The Best World War 2 Sights in Berlin to visit
Berlin is a city unlike any other. Along with its people, it endured a great deal of suffering and change, particularly during the second world war and the subsequent Cold War. As such, there is no shortage of WW2 sights and places of interest for you to explore during your stay. At each, you will find a sense of self-reflection and humility and a chance to consider what went on during our darkest years from various perspectives.
Humboldt Tours’ team of local experts have put together a list of some of Berlin’s historical highlights from the Third Reich era, grouped into WW2 Museums, War Memorials and other sights to visit. Why not explore them on your next visit to Berlin with our specialist Third Reich and WWII History Tour?
A Unique Culture of Remembrance
While in many cities you might find grand WW2 memorials dedicated to brave, victorious soldiers and adorned with national flags, history in Germany is remembered in a more nuanced manner. This is a result of our unique remembrance culture, which realises our role in events of the 20th Century, and seeks to remember them in order to avoid repeating our past.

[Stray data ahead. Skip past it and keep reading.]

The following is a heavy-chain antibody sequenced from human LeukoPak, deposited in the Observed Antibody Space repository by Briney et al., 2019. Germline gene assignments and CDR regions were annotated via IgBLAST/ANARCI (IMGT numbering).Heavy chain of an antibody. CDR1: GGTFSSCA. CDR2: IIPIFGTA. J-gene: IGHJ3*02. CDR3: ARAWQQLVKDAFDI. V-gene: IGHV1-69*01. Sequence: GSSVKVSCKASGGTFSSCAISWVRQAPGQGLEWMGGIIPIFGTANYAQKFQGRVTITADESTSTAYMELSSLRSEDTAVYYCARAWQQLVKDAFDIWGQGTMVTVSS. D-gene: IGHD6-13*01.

Learn more about Remembrance Culture in our unique virtual tour. Why not enjoy before your visit?
Despite its extensive reconstruction, in Berlin you will find places of remembrance, information and commemoration everywhere. Historic buildings still standing are turned into educational facilities, museums or left untouched for you to consider and form your own perspective. Newer monuments are frequently abstract and left open to interpretation.
WW2 Museums in Berlin:
Topography of Terror
During the second world war the Gestapo were the much feared secret police used to enforce Hitler’s punishing regime. The site of their former offices now house the Topography of Terror Museum, an indoor and outdoor exhibition taking us on a historical journey through the Third Reich. From Hitler’s rise to power to the final collapse of the Nazi regime, the Topography of Terror provides in-depth insights into every development. The historical overview it provides helps to give visitors important context within which to major events and their triggers.
Below the exhibition, you can also visit the former cells and torture chambers used by the Gestapo. Visitors should be aware that they may find some parts of the exhibition upsetting due to the nature of the subject.